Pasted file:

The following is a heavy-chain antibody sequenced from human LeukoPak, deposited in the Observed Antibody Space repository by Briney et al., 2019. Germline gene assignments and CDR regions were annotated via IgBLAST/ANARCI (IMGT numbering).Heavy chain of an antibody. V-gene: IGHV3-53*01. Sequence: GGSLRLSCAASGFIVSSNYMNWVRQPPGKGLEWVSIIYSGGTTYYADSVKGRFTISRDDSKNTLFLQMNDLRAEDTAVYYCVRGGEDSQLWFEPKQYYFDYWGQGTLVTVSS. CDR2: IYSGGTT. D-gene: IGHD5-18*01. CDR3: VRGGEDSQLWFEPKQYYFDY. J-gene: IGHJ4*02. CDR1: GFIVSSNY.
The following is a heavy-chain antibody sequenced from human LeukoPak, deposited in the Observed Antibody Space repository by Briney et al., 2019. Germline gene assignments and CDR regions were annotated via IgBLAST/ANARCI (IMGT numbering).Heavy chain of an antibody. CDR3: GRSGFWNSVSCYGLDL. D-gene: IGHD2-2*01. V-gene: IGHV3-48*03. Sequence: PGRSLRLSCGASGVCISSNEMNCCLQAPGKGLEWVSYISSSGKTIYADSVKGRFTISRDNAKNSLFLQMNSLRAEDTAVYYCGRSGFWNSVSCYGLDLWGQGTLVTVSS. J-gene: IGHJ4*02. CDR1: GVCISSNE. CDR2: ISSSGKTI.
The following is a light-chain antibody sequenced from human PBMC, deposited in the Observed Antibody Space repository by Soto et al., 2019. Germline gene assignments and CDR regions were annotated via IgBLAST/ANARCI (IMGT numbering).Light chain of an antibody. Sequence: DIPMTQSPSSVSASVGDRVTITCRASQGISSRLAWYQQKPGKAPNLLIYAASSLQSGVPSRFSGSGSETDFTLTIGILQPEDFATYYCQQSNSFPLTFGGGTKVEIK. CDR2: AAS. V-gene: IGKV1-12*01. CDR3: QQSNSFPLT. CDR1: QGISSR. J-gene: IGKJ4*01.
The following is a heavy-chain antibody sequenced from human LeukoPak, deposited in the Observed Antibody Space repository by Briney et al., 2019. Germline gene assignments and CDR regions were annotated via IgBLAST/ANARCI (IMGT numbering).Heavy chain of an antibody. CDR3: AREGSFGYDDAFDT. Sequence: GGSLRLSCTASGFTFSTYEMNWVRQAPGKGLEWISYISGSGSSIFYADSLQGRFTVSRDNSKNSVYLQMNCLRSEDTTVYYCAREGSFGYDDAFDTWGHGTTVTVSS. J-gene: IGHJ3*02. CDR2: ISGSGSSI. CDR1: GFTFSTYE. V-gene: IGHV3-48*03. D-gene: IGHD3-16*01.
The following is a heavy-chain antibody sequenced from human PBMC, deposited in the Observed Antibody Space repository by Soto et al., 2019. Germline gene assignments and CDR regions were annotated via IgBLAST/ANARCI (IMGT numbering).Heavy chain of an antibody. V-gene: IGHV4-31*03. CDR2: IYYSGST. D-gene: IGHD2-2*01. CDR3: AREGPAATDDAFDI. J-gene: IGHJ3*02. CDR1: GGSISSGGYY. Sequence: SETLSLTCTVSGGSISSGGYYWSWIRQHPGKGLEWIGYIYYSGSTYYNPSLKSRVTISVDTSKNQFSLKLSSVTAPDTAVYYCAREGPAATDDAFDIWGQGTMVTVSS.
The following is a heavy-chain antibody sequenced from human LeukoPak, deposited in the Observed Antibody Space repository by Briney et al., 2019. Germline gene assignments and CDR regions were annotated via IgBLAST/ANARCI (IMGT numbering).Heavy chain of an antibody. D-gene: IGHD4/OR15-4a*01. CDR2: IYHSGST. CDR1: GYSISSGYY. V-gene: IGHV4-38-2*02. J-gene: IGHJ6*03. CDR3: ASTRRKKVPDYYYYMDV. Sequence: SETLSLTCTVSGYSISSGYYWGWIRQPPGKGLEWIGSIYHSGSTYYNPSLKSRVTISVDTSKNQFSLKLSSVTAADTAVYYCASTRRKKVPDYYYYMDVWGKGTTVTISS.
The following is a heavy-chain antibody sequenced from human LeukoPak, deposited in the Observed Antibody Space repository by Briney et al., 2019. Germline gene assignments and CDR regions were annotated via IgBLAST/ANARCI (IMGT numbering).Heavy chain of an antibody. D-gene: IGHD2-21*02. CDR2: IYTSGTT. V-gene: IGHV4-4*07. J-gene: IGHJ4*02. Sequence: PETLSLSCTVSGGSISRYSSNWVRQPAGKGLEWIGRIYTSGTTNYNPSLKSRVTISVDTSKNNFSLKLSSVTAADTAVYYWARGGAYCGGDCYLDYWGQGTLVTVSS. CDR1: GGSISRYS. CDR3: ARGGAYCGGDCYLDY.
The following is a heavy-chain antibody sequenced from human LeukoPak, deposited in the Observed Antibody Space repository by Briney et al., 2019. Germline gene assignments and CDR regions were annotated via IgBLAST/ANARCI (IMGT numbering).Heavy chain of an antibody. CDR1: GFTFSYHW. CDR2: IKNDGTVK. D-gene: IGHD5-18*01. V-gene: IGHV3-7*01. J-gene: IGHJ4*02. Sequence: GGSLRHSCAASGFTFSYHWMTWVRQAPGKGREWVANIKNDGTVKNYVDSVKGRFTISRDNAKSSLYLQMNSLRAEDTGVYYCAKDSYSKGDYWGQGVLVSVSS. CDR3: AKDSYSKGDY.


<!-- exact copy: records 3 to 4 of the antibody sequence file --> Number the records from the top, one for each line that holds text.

The following is a light-chain antibody sequenced from human PBMC, deposited in the Observed Antibody Space repository by Soto et al., 2019. Germline gene assignments and CDR regions were annotated via IgBLAST/ANARCI (IMGT numbering).Light chain of an antibody. Sequence: DIPMTQSPSSVSASVGDRVTITCRASQGISSRLAWYQQKPGKAPNLLIYAASSLQSGVPSRFSGSGSETDFTLTIGILQPEDFATYYCQQSNSFPLTFGGGTKVEIK. CDR2: AAS. V-gene: IGKV1-12*01. CDR3: QQSNSFPLT. CDR1: QGISSR. J-gene: IGKJ4*01.
The following is a heavy-chain antibody sequenced from human LeukoPak, deposited in the Observed Antibody Space repository by Briney et al., 2019. Germline gene assignments and CDR regions were annotated via IgBLAST/ANARCI (IMGT numbering).Heavy chain of an antibody. CDR3: AREGSFGYDDAFDT. Sequence: GGSLRLSCTASGFTFSTYEMNWVRQAPGKGLEWISYISGSGSSIFYADSLQGRFTVSRDNSKNSVYLQMNCLRSEDTTVYYCAREGSFGYDDAFDTWGHGTTVTVSS. J-gene: IGHJ3*02. CDR2: ISGSGSSI. CDR1: GFTFSTYE. V-gene: IGHV3-48*03. D-gene: IGHD3-16*01.